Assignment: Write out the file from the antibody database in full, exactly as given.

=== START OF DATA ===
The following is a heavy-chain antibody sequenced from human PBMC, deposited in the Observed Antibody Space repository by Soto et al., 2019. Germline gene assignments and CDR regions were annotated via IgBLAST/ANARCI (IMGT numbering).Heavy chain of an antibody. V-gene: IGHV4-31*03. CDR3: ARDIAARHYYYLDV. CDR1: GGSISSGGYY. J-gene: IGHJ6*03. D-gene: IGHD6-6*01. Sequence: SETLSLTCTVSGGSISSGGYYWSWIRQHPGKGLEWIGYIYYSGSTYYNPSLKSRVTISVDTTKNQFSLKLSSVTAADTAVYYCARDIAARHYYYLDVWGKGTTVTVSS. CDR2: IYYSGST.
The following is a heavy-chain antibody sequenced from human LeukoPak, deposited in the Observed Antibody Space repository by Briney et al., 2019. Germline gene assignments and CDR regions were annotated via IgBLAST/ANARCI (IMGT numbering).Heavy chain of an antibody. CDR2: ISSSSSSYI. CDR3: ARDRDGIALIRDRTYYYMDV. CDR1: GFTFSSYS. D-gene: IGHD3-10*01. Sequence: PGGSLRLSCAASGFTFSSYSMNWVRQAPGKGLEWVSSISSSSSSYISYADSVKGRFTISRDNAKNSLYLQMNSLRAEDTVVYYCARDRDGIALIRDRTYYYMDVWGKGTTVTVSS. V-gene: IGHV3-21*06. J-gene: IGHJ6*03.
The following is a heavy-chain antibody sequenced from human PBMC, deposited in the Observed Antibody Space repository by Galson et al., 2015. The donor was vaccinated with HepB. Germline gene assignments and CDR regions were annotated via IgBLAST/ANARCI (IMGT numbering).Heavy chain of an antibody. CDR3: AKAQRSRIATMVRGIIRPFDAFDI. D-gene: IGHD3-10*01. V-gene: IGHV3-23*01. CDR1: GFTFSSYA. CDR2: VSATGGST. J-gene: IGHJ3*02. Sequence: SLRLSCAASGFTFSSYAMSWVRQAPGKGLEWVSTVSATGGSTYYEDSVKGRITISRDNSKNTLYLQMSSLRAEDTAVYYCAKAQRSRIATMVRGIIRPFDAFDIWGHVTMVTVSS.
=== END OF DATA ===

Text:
The following is a heavy-chain antibody sequenced from human PBMC, deposited in the Observed Antibody Space repository by Soto et al., 2019. Germline gene assignments and CDR regions were annotated via IgBLAST/ANARCI (IMGT numbering).Heavy chain of an antibody. V-gene: IGHV4-31*03. CDR3: ARDIAARHYYYLDV. CDR1: GGSISSGGYY. J-gene: IGHJ6*03. D-gene: IGHD6-6*01. Sequence: SETLSLTCTVSGGSISSGGYYWSWIRQHPGKGLEWIGYIYYSGSTYYNPSLKSRVTISVDTTKNQFSLKLSSVTAADTAVYYCARDIAARHYYYLDVWGKGTTVTVSS. CDR2: IYYSGST.
The following is a heavy-chain antibody sequenced from human LeukoPak, deposited in the Observed Antibody Space repository by Briney et al., 2019. Germline gene assignments and CDR regions were annotated via IgBLAST/ANARCI (IMGT numbering).Heavy chain of an antibody. CDR2: ISSSSSSYI. CDR3: ARDRDGIALIRDRTYYYMDV. CDR1: GFTFSSYS. D-gene: IGHD3-10*01. Sequence: PGGSLRLSCAASGFTFSSYSMNWVRQAPGKGLEWVSSISSSSSSYISYADSVKGRFTISRDNAKNSLYLQMNSLRAEDTVVYYCARDRDGIALIRDRTYYYMDVWGKGTTVTVSS. V-gene: IGHV3-21*06. J-gene: IGHJ6*03.
The following is a heavy-chain antibody sequenced from human PBMC, deposited in the Observed Antibody Space repository by Galson et al., 2015. The donor was vaccinated with HepB. Germline gene assignments and CDR regions were annotated via IgBLAST/ANARCI (IMGT numbering).Heavy chain of an antibody. CDR3: AKAQRSRIATMVRGIIRPFDAFDI. D-gene: IGHD3-10*01. V-gene: IGHV3-23*01. CDR1: GFTFSSYA. CDR2: VSATGGST. J-gene: IGHJ3*02. Sequence: SLRLSCAASGFTFSSYAMSWVRQAPGKGLEWVSTVSATGGSTYYEDSVKGRITISRDNSKNTLYLQMSSLRAEDTAVYYCAKAQRSRIATMVRGIIRPFDAFDIWGHVTMVTVSS.